My conclusion, dear reviewer: it is NOT unseemly to encourage memoir. It both values the individual as it enriches community.
I can tell you and I have been doing a lot of thinking along the same lines, Marian. I was told the same things, but I also experienced a lot of cognitive dissonance due to the fact that my mother was a very unusual Mennonite for her time and place. She had been “fancy” all through high school.
You would be pleased to know that EMU now denotes honors graduates and has an honors program as well. In fact, the memoir class I will teach in the fall is one of those honors courses.
Here is a William Carlos Williams quote I hope you enjoy:
“In the imagination, we are from henceforth (so long as you read) locked in a fraternal embrace, the classic caress of author and reader. We are one. Whenever I say ‘I” I mean also, ‘you.’ And so, together, as one, we shall begin.” Imagination; Spring and All, p. 89.
Good morning, Shirley, Thanks for opening your blog door. I loved reading the comments. Each spoke to me.
On the issue of who is the “I.” I am reminded of a chat that I had with a close friend, a biographical writer. He loved my novelized ancestry book, “As the Wind Blows,” but said that he had wished to see my own story in it. (I stopped my story when it came to the living,) That set my little brain to working. What I said surprised me. “But, brother, I am in every sentence that I wrote, in every punctuation mark. You were reading “ME!” This is not about “them” or even “us,” but it is “me.” That was a couple of months ago. The more I think of it, the more I am aware that I had been pressed to deal with reality as never before. I found that when I am truly “me” that is when I am bundled with a universal “we.” I can never find “me” by looking at the “we.” But I can find my “we” by fully embracing “me.” I see the whole world as I plumb the “me.” Of that I am becoming more convinced. I find it is futile to try to find the “me” by pondering the “we.” I think that am beginning to see all this a little clearer.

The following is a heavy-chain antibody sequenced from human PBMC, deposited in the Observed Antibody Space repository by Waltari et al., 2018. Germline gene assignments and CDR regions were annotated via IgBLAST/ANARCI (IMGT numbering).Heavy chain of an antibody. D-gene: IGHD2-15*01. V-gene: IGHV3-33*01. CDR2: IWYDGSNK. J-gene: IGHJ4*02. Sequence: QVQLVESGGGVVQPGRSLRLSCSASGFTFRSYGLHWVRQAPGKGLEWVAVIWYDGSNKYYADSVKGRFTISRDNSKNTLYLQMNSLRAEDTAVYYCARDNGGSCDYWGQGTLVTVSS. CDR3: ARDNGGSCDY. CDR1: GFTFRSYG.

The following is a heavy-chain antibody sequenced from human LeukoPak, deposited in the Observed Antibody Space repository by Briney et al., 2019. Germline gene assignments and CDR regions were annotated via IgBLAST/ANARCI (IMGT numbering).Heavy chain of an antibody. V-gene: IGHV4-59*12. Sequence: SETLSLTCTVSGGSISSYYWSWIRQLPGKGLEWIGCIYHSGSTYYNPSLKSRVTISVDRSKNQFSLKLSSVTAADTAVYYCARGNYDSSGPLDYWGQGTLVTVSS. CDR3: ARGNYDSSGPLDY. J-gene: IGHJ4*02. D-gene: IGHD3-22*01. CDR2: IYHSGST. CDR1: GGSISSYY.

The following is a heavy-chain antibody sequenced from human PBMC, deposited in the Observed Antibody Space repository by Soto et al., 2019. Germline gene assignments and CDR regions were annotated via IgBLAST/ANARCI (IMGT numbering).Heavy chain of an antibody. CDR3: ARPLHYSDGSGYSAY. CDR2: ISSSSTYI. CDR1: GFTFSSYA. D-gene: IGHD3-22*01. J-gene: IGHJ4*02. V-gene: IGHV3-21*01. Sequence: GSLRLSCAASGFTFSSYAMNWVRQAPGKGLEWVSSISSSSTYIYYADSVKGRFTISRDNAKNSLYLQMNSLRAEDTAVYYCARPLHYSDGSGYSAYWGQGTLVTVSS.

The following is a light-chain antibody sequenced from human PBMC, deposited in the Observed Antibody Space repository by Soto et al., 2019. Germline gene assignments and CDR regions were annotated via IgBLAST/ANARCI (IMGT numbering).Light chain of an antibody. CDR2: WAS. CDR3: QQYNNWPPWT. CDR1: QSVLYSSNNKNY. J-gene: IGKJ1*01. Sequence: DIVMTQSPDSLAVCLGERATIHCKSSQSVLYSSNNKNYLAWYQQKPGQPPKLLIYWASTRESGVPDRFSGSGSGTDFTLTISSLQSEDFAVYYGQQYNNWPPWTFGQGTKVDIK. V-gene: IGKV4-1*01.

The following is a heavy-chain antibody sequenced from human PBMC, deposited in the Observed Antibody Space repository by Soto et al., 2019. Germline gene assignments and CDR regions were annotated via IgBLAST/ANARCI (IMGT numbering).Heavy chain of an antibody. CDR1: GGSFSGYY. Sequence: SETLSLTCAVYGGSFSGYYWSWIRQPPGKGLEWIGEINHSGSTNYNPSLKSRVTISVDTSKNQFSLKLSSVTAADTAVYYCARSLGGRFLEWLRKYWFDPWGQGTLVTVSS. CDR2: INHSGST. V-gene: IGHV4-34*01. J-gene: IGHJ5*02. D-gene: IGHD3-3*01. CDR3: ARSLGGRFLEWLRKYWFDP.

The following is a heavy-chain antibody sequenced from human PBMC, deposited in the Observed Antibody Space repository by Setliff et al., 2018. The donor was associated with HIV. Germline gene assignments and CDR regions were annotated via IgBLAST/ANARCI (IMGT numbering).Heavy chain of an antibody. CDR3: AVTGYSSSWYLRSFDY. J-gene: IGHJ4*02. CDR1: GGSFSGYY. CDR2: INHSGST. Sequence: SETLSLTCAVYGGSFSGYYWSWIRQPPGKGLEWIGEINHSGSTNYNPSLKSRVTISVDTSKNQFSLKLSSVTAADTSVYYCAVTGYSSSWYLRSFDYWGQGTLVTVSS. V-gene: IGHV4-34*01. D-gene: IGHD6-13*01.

Looking at it from this point of view it makes all the sense in the world that the most meaningful embrace is between two ‘me’s” That gives “we” meaning.
In a way, Shirley, when I am opening my heart in story I link with all hearts. Unless the deep in me stirs the deep in my reader I have missed the point entirely. The point of it all is to feel a sizzle when the hot point is touched.
I believe that my story has a universality about it if it moves my reader. When that universality is realized, that is when I can begin to use the word, “we.”
Thanks, Shirley, for pushing this. This is the first time I have tried to articulate, or stammer, about the “I “and the “we.” I am not sure that I am right – but I do think I am close enough to touch the right.
Again, your service to God, heaven and earth is obvious. Love ya.
Deep calls to deep, both in your book and in your comment here, Don. You have described the paradox of the individual and the universal (communal also?) so well: “the most meaningful embrace is between two ‘me’s” That gives “we” meaning.”